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Book Corner February 2012

 

Walk Across the Sun

by Corban Addision. New York: SilverOakBooks. 2012. Pp. 371.

 

Reviewed by Susan Hedahl            

Recently I was invited to contribute an essay to The Huffington Post on the lectionary text of the infant Jesus’ presentation [bris] at the temple.  I placed that text in dialogue with the topic of human trafficking.  Odyssey Network of New York contributed a stunning video as part of the essay, which includes a look at the on-going work of groups like “Groundswell” which are involved in anti- trafficking work.

This new work of fiction is definitely worth your reading concerning this massive human tragedy and contributes an intelligent and compelling voice to the conversation.

This work of fiction is based on the horrific realities of global human trafficking described as “generating over $30 billion a year in profits and involving millions of men, women, and children in forced prostitution and slave labor.” (365)  The book’s author has created a stunning, well-researched and compelling first novel to describe the story of two sisters whose parents die in an unexpected tsunami in an Indian coastal area.

Without protectors, the girls are bought and sold by a succession of handlers who use them for purposes of sex and drug trafficking. A human rights group in Mumbai, which pursues and attempts to prosecute those involved in trafficking, form the group of those seeking to find and save the sisters and others like them.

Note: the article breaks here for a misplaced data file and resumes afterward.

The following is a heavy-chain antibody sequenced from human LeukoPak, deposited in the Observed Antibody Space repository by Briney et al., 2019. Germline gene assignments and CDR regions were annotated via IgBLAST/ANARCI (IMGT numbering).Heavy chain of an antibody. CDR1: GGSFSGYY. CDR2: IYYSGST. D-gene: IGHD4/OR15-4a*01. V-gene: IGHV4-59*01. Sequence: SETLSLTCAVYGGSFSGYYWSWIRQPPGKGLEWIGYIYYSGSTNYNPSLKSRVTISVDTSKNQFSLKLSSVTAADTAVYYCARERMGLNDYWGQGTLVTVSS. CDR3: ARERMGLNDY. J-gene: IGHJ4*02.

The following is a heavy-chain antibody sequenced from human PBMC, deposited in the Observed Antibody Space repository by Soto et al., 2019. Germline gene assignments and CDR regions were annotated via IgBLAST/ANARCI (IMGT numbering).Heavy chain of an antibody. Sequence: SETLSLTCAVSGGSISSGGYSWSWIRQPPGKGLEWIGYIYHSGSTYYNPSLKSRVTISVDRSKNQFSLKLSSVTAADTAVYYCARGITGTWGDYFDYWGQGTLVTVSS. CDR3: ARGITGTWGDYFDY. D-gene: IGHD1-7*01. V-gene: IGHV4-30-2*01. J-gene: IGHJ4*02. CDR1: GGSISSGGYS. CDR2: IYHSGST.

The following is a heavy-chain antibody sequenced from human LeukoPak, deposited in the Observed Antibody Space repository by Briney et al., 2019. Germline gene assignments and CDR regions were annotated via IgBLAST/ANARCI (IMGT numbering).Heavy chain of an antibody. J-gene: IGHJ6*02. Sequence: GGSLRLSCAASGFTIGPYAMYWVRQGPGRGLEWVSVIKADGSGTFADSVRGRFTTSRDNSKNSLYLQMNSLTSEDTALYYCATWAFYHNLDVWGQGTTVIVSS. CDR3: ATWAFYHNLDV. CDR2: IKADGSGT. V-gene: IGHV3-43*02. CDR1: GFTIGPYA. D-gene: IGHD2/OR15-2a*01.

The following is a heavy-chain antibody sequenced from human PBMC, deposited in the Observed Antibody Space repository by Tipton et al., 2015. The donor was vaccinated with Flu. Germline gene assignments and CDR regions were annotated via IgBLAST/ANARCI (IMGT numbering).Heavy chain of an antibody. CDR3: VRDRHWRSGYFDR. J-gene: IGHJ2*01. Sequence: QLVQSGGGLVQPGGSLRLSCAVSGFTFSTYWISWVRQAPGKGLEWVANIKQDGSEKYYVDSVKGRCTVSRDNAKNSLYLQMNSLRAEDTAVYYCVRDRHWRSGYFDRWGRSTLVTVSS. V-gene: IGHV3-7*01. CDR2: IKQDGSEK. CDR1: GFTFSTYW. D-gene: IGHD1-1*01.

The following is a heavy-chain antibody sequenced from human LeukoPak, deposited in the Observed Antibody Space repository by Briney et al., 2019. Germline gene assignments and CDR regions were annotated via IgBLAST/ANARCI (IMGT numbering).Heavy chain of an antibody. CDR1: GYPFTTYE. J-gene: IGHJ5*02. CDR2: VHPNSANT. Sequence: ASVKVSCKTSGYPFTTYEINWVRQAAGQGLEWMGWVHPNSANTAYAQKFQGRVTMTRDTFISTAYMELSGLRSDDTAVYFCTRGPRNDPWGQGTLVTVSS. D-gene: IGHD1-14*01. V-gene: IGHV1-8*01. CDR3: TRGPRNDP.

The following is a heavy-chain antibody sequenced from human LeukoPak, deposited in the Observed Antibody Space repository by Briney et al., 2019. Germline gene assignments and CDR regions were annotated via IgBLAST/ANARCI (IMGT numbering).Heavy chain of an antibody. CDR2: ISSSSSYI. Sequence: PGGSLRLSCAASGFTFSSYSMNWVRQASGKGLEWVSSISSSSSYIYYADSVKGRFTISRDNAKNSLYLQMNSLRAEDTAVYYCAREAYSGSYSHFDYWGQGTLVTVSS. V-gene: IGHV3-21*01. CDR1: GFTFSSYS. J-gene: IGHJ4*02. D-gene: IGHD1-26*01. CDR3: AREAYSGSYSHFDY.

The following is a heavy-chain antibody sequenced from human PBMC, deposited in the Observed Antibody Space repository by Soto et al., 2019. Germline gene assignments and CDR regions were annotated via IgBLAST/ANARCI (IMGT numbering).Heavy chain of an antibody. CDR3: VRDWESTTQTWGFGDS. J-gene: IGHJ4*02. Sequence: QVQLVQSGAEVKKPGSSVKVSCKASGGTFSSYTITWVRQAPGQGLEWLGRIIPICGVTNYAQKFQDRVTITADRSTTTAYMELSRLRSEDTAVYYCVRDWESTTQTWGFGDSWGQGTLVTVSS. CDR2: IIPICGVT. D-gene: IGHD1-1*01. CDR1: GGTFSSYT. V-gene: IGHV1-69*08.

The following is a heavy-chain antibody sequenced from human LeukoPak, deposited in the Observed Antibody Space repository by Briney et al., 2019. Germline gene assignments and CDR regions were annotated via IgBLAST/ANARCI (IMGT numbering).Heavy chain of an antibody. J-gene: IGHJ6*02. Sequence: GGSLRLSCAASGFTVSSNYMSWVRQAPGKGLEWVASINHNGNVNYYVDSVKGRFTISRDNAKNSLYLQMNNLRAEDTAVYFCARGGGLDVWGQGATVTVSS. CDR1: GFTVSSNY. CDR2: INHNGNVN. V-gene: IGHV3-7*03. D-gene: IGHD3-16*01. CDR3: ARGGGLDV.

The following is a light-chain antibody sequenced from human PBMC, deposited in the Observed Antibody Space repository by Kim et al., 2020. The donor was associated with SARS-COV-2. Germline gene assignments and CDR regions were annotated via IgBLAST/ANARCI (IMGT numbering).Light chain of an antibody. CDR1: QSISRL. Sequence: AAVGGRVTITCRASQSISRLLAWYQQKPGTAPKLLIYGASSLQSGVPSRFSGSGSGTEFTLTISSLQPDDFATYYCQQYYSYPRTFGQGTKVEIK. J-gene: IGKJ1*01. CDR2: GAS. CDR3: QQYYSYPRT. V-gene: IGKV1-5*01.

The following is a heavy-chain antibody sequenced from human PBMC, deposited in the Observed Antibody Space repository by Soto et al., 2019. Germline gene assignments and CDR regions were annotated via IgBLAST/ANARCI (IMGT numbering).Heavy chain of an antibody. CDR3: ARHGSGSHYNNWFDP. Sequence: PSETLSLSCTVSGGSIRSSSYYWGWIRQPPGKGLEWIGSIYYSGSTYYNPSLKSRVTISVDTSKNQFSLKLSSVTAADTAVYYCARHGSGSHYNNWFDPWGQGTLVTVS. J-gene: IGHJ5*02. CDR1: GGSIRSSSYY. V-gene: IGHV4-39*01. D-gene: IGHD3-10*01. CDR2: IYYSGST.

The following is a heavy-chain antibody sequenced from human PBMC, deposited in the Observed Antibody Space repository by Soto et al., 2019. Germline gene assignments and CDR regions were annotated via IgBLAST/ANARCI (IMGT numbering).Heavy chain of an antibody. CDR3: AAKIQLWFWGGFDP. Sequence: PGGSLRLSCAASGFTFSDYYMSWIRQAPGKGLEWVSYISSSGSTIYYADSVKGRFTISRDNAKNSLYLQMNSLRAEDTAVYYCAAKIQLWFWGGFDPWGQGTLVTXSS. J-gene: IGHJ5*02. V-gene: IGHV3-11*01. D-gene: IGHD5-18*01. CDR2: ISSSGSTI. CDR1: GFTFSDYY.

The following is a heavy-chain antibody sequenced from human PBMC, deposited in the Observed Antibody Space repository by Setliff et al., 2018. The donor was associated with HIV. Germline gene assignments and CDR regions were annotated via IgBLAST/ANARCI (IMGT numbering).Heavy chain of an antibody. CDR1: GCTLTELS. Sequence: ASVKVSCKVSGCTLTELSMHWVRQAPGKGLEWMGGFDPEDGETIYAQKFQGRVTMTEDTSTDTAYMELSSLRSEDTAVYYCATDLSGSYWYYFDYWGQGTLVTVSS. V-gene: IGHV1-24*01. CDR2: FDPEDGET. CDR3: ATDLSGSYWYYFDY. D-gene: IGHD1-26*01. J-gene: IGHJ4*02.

Materials in this work are based on global, economic and social realities which perpetuate the trade in human beings and those assorted political, legal, governmental, religious groups which attempt to combat it.  The battle is marked by violence, abuse, death, money and drugs.
Chapter 28 sounds a very local voice with the description of girls who are pimped as “lot lizards,” young women who are hired for sex to truck drivers in Harrisburg truck stops.
Additional background is provided by in this work by the author’s Afterword (365-367) which details books, web sites, organizations, documentary videos and movies and suggestions for political involvement for those interested in informing themselves about the fight against trafficking.

Corban Addison, who areas of expertise are indeed multiple, has authored a superlative work and one that invites not only reading but responses of political involvement to the tragedies of trafficking that often exist in the shadows of our own communities.